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\begin{document}
\title{Exploratory Analysis: Are `Customer' More Likely to Use CitiBike during
Working Hours than `Subscriber'?}
\author[1]{Lingyi Zhang}%
\affil[1]{NYU Center for Urban Science \& Progress}%
\vspace{-1em}
\date{\today}
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\begin{abstract}
CitiBike is a privately owned public bicycle sharing system.~ In this
study, we analyzed whether the `Customer' are more likely than
`Subscriber' to use Citibike during working hours (9:00 - 17:00). Using
one-tailed Z-test and Chisq test, we found that the percentage of riders
used CitiBike during working hours is significantly higher for
`Customer' than for `Subscriber'.%
\end{abstract}%
\sloppy
\section*{}
{\label{353859}}
\section*{1. Introduction}
{\label{353859}}
CitiBike is a privately owned public bicycle sharing system serving New
York City and Jersey City, New Jersey.\cite{wikipedia} It is the
nation's largest bike share program, with 10,000 bikes and 600 stations.
There are two user types, `Customer'(mainly visitors and tourists) and
`Subscriber' (mainly New York locals).\cite{nyc}The question we
want to answer in this article is that whether the `Customer' are more
likely than `Subscriber' to use CitiBike during working hours (9:00 -
17:00). To know that can be helpful for CitiBike owner company (NYC Bike
Share, LLC) to make their sales and operation strategies. For example,
If we want to provide some targeted services or advertisement to the
`Customer'(mainly visitors and tourists), this analysis can give the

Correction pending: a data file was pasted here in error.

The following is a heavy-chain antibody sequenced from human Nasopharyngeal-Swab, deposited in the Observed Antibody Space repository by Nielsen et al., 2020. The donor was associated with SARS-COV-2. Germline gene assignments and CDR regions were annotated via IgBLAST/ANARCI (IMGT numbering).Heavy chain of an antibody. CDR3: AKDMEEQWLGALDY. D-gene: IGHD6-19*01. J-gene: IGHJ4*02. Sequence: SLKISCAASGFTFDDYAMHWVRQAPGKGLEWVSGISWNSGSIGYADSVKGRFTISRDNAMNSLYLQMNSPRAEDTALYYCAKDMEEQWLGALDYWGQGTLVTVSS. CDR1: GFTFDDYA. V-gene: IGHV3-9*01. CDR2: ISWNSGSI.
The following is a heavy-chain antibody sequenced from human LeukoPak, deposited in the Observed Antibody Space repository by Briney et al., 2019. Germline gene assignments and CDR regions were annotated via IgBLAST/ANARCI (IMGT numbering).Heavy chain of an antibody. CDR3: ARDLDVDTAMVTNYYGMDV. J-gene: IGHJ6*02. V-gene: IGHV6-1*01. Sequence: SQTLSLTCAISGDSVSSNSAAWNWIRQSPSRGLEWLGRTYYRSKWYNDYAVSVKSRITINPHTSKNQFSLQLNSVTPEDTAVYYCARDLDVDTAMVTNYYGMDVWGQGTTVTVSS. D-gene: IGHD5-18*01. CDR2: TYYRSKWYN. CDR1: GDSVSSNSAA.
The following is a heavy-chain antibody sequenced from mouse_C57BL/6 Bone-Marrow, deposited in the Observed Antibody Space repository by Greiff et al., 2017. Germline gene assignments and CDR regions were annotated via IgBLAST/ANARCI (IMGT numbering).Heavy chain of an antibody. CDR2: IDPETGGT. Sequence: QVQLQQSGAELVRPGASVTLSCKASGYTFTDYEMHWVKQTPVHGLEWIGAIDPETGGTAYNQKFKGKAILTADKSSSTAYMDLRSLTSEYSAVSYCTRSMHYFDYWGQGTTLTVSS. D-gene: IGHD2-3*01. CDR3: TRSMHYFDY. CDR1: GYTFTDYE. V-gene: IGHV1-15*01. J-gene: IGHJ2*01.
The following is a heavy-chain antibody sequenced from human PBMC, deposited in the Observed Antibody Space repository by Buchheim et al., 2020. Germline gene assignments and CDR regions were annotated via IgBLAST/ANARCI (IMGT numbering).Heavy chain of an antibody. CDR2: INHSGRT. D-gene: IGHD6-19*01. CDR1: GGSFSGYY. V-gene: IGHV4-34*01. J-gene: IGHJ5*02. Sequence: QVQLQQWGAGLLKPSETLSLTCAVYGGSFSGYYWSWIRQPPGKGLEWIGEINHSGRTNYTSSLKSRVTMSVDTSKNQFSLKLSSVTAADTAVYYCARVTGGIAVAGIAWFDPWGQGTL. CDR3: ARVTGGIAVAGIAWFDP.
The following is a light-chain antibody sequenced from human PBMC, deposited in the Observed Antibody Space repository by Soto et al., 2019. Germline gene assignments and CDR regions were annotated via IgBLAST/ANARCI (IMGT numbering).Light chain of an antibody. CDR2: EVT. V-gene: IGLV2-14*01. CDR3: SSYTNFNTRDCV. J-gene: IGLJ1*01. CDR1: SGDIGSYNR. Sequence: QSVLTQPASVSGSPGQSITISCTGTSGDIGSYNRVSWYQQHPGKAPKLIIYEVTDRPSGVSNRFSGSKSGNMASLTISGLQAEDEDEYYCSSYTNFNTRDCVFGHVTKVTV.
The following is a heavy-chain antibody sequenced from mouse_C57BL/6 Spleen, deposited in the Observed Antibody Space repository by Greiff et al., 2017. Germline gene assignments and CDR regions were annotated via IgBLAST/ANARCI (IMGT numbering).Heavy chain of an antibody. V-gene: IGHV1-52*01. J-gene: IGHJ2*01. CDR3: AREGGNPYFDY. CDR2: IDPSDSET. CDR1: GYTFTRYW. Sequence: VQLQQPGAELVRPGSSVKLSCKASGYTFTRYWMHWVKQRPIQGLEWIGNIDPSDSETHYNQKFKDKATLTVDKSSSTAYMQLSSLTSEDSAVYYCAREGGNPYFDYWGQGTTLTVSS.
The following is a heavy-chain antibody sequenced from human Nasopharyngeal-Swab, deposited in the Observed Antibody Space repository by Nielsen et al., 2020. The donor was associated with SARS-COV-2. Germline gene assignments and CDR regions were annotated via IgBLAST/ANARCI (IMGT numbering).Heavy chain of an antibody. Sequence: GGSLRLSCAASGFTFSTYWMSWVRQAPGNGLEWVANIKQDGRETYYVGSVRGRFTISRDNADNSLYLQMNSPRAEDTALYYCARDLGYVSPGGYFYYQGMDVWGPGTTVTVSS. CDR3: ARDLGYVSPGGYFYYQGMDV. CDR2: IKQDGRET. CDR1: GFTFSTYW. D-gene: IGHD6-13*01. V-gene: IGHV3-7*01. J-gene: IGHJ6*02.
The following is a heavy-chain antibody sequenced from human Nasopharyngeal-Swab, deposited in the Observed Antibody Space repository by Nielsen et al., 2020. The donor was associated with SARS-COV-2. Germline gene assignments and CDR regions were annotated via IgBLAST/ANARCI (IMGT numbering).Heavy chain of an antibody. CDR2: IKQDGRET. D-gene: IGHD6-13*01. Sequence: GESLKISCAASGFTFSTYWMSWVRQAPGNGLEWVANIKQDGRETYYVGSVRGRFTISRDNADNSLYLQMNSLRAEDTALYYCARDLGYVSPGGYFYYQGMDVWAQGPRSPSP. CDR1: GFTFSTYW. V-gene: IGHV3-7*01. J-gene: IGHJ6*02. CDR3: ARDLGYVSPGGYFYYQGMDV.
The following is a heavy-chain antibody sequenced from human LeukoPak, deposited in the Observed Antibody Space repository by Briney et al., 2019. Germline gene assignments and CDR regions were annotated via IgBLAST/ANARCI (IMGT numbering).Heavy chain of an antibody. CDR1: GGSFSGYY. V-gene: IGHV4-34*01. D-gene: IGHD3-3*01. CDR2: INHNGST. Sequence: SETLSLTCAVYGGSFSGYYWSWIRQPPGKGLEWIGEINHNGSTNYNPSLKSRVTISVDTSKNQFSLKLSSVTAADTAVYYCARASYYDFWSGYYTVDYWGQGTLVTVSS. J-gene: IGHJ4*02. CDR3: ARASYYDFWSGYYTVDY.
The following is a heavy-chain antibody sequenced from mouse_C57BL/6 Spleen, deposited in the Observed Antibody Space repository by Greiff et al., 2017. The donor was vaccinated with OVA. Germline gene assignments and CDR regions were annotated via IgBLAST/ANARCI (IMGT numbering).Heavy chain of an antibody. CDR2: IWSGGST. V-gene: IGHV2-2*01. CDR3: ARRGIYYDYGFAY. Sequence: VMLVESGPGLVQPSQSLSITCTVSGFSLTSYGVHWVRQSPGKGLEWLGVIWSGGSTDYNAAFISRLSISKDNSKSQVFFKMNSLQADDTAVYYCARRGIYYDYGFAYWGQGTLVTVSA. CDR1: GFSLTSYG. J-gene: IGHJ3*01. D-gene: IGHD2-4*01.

best time span of providing.
\par\null
\section*{2. Data}
{\label{426590}}
\href{https://s3.amazonaws.com/tripdata/index.html}{CitiBike
Tripdata}~we used in this analysis is the dataset of January 2016. We
converted the datatype of ``starttime'' column into datetime, which can
be easily processed in pandas. We then aggregate the trip counts by
hours, calculating the respective percentage of trips started during
working hours (9:00 - 17:00) and resting hours (18:00 - 8:00) by
``Subscriber'' and ``Customer'' (Table 1).\selectlanguage{english}
\begin{figure}[h!]
\begin{center}
\includegraphics[width=1.00\columnwidth]{figures/Fig1/Fig1}
\caption{{Normalized distribution of CitiBike rider by user-type in different
hours. From this figure, we can have a taste of the CitiBike usage
pattern between two user-types. ``Customer'' have a higher percentage of
rides from 10:00 to 17:00 and from 0:00 to 3:00 compared to
``Subscriber'', while ``Subscriber'' have a higher percentage right
before and after the working hours.
{\label{122465}}%
}}
\end{center}
\end{figure}\selectlanguage{english}
\begin{table}[h!]
\centering
\large\begin{tabulary}{1.0\textwidth}{CCC}
& working hours & resting hours \\
Subscriber & 0.55 & 0.45 \\
Customer & 0.79 & 0.21 \\
\end{tabulary}
\caption{{The percentage of trips using Citibike during working hours and resting
hours for `subscriber' and `customer'.~
{\label{992813}}%
}}
\end{table}\section*{}
{\label{732685}}
\section*{3. Methodology}
{\label{457088}}
In both tests below, we assign~ \selectlanguage{greek}α\selectlanguage{english}=0.05.~Here we incorporated
\href{https://github.com/lingyielia/PUI2017_lz1714/blob/master/HW3_lz1714/CitibikeReview_fb55.md}{Federica's
suggestion} using Chisq test for proportion because it is appropriate
for testing hypotheses about proportions.
We also did one-tailed Z-test. Because when the sample size is large
enough (defined as both np and n(1-p) are greater than or equal to 5),
the binomial distribution comes to resemble the normal
distribution.~\citep{boslaugh2012}
In this analysis, we finally didn't use the
t-test~\href{https://github.com/lingyielia/PUI2017_lz1714/blob/master/HW3_lz1714/CitibikeReview_ixx200.md}{suggested